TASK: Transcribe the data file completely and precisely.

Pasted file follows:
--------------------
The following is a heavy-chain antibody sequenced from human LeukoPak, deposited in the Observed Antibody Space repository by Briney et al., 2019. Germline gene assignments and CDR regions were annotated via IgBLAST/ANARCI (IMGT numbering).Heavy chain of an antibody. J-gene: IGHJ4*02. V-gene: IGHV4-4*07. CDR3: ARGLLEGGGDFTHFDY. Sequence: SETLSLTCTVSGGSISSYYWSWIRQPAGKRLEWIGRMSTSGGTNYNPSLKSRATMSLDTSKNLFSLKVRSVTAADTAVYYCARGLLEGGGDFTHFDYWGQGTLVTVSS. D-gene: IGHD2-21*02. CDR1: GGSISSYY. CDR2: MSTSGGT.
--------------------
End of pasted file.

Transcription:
The following is a heavy-chain antibody sequenced from human LeukoPak, deposited in the Observed Antibody Space repository by Briney et al., 2019. Germline gene assignments and CDR regions were annotated via IgBLAST/ANARCI (IMGT numbering).Heavy chain of an antibody. J-gene: IGHJ4*02. V-gene: IGHV4-4*07. CDR3: ARGLLEGGGDFTHFDY. Sequence: SETLSLTCTVSGGSISSYYWSWIRQPAGKRLEWIGRMSTSGGTNYNPSLKSRATMSLDTSKNLFSLKVRSVTAADTAVYYCARGLLEGGGDFTHFDYWGQGTLVTVSS. D-gene: IGHD2-21*02. CDR1: GGSISSYY. CDR2: MSTSGGT.